More often than not, I share with Christians, verses of the Bible, and only share with them the Dharma if they really ask for it. Once, I ask a muslim cabby what he does in the mosque. He pray to God and reflect on God’s Goodness, Justness, etc, he said. Instead of trying to convert him, I urge him to extend what he did in the mosque beyond the five prayer times, and to emulate those qualities of God where possible.

I urge him, that he may pray so that he may be free from greed, hatred and delusion, be free from ignorance, craving and attachment. He said, yes, that’s what he would like to do.

As the Buddha would often reposition existing terms with new meanings, he would urge brahmins to be brahmins not be birth, but brahmins by being pure in body, speech and mind, and he would refer to Arahants as True Brahmins.

If “God” or “X” is perfect Compassion and perfect Wisdom, let us strive to be that, to be complete free of suffering, and ignorance*.


*Paul Williams is a professor of Indian and Tibetan philosophy at the University of Bristol, UK.

* Granted, by ignorance, I mean ignorance of how things are, that all compounded things are impermanent, subject to change according to conditions, and not to our whims and fancy, is no-self, and has no inherent characteristics or nature.


1. http://whyimcatholic.com/index.php/conversion-stories/buddhist-converts/65-buddhist-convert-paul-williams

2. https://sujato.wordpress.com/2014/10/21/contentment-and-hope-or-why-paul-williams-is-wrong-about-buddhism/

9 thoughts on “Of Rebirth, Karma, and a Cockcroach”

    1. Thank you for sharing partly what is in your mind.
      So what do you mean by “God”?

      Granted, you may not wish to or is unable to share.
      Or perhaps like some Zen practitioners, often times, after making a statement, suddenly decide that words and labels are meaningless and hence declare all further discussions or explanation irrelevant to the ultimate reality or nirvana.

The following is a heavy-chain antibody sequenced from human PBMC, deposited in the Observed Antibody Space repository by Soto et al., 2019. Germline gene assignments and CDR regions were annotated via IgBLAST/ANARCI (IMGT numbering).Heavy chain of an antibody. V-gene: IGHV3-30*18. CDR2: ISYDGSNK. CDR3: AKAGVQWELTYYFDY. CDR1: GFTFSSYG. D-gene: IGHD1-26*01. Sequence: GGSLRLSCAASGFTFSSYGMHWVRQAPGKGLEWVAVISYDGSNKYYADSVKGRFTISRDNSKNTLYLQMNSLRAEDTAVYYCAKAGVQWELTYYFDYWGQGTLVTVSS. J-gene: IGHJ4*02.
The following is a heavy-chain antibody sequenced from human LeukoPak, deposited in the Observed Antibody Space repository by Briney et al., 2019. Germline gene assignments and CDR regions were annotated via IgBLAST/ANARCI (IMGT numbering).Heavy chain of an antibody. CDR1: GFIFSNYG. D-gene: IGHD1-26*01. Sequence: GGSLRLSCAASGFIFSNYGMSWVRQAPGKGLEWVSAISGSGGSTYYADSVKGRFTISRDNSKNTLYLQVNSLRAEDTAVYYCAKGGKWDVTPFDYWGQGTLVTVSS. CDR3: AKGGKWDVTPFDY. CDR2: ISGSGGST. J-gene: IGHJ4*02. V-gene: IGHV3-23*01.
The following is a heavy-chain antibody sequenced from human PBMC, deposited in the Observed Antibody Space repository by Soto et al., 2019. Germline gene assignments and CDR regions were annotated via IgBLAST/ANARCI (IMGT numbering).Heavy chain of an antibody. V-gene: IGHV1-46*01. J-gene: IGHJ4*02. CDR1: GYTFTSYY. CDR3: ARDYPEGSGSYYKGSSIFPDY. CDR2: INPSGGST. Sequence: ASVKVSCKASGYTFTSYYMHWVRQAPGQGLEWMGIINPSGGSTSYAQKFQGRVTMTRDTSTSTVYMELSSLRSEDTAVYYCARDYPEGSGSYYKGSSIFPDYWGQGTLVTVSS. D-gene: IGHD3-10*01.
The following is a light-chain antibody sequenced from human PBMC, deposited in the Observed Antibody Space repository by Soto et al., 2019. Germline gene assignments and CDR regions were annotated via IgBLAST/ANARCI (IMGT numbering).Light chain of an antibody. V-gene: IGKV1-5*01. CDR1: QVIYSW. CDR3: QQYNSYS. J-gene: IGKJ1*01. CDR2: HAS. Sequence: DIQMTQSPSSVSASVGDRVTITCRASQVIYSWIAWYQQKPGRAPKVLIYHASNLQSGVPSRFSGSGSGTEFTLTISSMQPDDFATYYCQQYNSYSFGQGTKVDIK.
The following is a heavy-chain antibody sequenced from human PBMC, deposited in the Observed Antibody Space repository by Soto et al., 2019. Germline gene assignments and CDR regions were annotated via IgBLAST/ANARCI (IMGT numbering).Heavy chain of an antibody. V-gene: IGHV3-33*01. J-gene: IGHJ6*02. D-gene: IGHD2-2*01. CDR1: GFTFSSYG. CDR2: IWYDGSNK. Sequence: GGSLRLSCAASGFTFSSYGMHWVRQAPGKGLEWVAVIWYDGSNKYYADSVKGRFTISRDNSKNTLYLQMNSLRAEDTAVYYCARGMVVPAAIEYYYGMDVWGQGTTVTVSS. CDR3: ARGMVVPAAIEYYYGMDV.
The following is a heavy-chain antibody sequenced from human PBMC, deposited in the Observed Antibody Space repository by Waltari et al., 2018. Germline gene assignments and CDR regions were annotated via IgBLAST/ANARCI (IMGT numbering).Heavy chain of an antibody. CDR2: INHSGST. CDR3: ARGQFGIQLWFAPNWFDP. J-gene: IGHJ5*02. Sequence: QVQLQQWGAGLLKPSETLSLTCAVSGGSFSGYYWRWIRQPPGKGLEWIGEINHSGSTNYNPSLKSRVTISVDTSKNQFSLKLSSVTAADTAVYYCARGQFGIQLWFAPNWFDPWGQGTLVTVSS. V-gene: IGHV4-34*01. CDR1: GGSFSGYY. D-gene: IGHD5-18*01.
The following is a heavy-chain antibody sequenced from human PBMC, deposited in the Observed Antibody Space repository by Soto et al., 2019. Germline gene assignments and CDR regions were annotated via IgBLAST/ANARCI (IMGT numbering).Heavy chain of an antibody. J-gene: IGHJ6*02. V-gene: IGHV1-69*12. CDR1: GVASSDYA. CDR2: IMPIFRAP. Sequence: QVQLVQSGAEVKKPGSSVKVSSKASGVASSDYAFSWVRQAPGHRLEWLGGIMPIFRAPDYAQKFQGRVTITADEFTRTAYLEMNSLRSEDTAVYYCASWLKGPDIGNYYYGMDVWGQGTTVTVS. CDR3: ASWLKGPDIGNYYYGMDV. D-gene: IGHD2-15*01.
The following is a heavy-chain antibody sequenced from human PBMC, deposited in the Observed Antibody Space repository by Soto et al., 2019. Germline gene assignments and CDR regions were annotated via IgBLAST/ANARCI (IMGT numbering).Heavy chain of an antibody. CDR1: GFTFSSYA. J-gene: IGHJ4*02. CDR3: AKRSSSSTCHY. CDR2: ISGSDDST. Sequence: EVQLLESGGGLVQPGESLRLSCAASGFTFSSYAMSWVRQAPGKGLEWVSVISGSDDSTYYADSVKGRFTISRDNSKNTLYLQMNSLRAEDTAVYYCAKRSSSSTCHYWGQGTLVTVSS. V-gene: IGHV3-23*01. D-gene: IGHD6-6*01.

In all the above cases, then we can safely ignore the statement ‘cos it is as good as saying “we can be a buddha but we can never be X” where ‘X’ can be anything but is undefined.

      If we substitute ‘X’ with say a ‘car’, that statement may well be true, but if we let ‘X’ be ‘happy’ then it is not.

      For those who would like to further the discussion with a commonly known set of definitions, may I recommend google.


      (in Christianity and other monotheistic religions) the creator and ruler of the universe and source of all moral authority; the supreme being.
      (in certain other religions) a superhuman being or spirit worshipped as having power over nature or human fortunes; a deity.
      “a moon god”
      synonyms:deity, goddess, divine being, celestial being, supreme being, divinity,immortal; More

  1. Here is my reply at the main site.

    When I was small, I wondered about life, like why will wasps lay eggs into a caterpillar, have its young eat out from within the caterpillar killing the caterpillar. I wondered about war, rape, murder and the cruelty of nature. The crying of a woman affected me the most. I then realised that you can never get dirty water from a clean river and with the contradiction in the human printed bible, confirm that a creator is only in the mind of people who want to believe or promote it for personal interest. After all, why not fence up the apple tree? Why not just catch the snake and put it into the zoo? All these troubles would have been avoided right? After that I am no longer interested in a story about a creator fighting with his imperfect creation that mabe was perfect but later become imperfect.

  2. in buddhism, we try to practise diligently to achieve buddhahood. that’s the ultimate goal. in christianity, they submit to a loving God. that’s their faith just like ours is on the Buddha and the dharma.

    by mocking about their God , it is very unmindful and quite similar to they mocking on the Buddha. so to each their own belief like what a simple book from POH MIN TSE quoted:


    just like the numerous buddhist sutras to suit so many different preferences of buddhist practitioners, there are just as many religions which a believer can find himself related to comfortably.